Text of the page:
Help with English

Discussion in 'Linguistics' started by Saint, Aug 24, 2011.

  1. Saint Valued Senior Member

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    coming to a head =?
    play out = game over?

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  3. Fraggle Rocker Staff Member

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    There are mentally retarded people who cannot master any language.

    In the past, there were a few people who did not learn English as children. My mother, for example, was raised by parents who immigrated from Bohemia (we call it the "Czech Republic" today) and could not speak English. But when she was old enough to go to school (6 years old) she was taught English. Today, families like that are very rare. I doubt that there are very many people who were born here, and therefore are automatically U.S. citizens, who cannot speak English by age 4.
    "Romp" means to play. So "romp to a victory" means to win a game without having to work very hard, as though it were merely recreation.
    To downplay something means to speak of it so as to diminish its importance. The word is usually used to imply that the diminution is fraudulent.
    This means to reach a conclusion, usually a crisis. It comes from the sense of a boil (a type of sore on the skin) "coming to a head" as it becomes a lump like a pimple.
    This means to reach a conclusion.
     
    Last edited: Jun 3, 2015
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  5. Saint Valued Senior Member

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    Why call it racketeering? Anything to do with badminton racket?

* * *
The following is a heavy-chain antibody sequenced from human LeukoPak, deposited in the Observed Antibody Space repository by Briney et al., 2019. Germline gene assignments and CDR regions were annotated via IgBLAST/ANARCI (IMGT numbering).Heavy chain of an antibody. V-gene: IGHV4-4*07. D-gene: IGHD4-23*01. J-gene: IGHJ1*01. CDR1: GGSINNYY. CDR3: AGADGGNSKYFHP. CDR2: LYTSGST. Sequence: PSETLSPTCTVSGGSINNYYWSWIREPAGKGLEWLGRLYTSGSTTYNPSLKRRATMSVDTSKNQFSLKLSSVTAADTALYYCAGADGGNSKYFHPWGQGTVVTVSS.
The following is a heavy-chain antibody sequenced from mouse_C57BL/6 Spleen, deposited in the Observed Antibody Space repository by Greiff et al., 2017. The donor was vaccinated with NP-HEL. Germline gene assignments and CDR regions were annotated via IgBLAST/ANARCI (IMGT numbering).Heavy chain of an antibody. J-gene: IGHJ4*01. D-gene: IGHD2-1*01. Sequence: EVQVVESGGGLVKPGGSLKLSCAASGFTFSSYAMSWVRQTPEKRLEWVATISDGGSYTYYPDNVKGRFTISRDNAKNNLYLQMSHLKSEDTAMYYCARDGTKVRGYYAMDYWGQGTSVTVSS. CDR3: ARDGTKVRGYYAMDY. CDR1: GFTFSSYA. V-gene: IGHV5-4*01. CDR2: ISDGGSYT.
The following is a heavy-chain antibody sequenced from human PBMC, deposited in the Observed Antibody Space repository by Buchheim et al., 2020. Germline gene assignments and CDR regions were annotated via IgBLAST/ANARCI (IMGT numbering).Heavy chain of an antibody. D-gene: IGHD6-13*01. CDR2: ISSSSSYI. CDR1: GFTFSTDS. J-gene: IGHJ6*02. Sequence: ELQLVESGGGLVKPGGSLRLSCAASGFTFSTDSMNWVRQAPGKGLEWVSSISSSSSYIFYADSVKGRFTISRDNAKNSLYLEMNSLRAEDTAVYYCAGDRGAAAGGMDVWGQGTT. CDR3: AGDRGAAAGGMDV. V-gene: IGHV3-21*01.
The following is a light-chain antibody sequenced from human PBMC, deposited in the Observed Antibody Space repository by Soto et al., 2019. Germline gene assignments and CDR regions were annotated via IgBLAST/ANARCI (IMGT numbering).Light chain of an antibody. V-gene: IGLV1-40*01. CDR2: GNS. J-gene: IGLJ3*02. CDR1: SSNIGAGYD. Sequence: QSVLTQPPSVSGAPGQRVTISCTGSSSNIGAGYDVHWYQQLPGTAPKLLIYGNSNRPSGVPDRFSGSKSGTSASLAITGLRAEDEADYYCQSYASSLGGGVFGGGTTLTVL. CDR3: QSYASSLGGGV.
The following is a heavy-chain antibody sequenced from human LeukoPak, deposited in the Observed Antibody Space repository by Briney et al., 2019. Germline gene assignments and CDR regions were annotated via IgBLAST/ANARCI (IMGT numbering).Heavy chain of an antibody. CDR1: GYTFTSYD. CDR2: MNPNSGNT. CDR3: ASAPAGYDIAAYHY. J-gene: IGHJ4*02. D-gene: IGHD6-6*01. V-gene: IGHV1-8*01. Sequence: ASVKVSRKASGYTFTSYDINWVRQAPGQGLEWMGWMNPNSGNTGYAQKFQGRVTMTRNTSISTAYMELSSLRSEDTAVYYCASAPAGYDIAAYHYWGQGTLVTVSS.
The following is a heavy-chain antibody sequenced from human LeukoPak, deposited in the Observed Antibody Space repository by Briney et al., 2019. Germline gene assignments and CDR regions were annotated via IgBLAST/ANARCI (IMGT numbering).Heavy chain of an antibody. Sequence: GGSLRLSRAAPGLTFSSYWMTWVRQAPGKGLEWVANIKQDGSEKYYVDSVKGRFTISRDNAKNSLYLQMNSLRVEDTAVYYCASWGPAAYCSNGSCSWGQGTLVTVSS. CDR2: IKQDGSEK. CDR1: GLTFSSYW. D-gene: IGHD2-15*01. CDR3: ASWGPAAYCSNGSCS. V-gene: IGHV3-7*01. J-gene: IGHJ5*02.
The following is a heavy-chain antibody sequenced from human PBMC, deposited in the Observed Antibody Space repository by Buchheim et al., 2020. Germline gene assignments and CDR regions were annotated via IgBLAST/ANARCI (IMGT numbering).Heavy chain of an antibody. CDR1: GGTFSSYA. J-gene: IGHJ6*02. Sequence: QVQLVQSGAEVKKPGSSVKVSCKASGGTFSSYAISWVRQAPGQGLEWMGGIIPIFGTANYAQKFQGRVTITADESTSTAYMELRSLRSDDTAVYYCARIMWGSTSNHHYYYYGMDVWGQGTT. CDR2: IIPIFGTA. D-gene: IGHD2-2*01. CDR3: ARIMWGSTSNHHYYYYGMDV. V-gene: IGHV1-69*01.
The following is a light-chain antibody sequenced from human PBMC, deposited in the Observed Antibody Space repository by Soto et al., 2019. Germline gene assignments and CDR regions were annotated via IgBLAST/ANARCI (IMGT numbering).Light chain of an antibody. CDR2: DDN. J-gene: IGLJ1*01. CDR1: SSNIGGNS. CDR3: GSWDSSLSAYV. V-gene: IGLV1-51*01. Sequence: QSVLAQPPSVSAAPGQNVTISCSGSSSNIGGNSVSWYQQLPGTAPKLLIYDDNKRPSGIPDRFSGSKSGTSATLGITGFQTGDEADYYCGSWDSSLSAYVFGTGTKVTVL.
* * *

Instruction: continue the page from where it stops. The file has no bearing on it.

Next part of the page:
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  7. Sarkus Hippomonstrosesquippedalo phobe Valued Senior Member

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    No, nothing to do with that.

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    A racket is a criminal activity whereby one offers to solve a problem that doesn't actually exist, or is made to exist solely for the purpose of selling the solution. E.g. extortion: "pay us or we'll hit you!"
    Not sure of etymology - possibly an extension of its meaning a "loud noise" - as in "that's a heck of a racket you're making out there!", in the way that a pickpocket might use a diversion to draw their target's attention away from what's really going on.
     
  8. Fraggle Rocker Staff Member

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    The etymology of "racket" is not well established. The word has several meanings, but the original meaning was "noise," and the word may be a modification of "rattle."

    The sense of "criminal enterprise" suggests that in the past, "racket" may have been a slang word for "game," since many games (like tennis, badminton and squash) are played with rackets.

    But as I said, none of this is very well attested, so this is an unsolved mystery.

    And "racketeer" as a noun means a person who engages in a criminal enterprise, and as a verb it refers to the activities of the enterprise.

    The suffix "-eer" is a variant of the much more common "-er." Originally it was confined to words we borrowed from French, such as "engineer" and "buccaneer," but now it is used to make new words seem a bit whimsical, like "mountaineer" and "profiteer."
     
  9. Saint Valued Senior Member

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    How to pronounce Tsipras?
     
  10. Daecon Kiwi fruit Valued Senior Member

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    I'd guess it sounds like Cyprus, the country?
     
  11. Fraggle Rocker Staff Member

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    Just the way it's spelled: TSEE-prus.
    No. In English and many European languages, the C in Cyprus is pronounced as an S.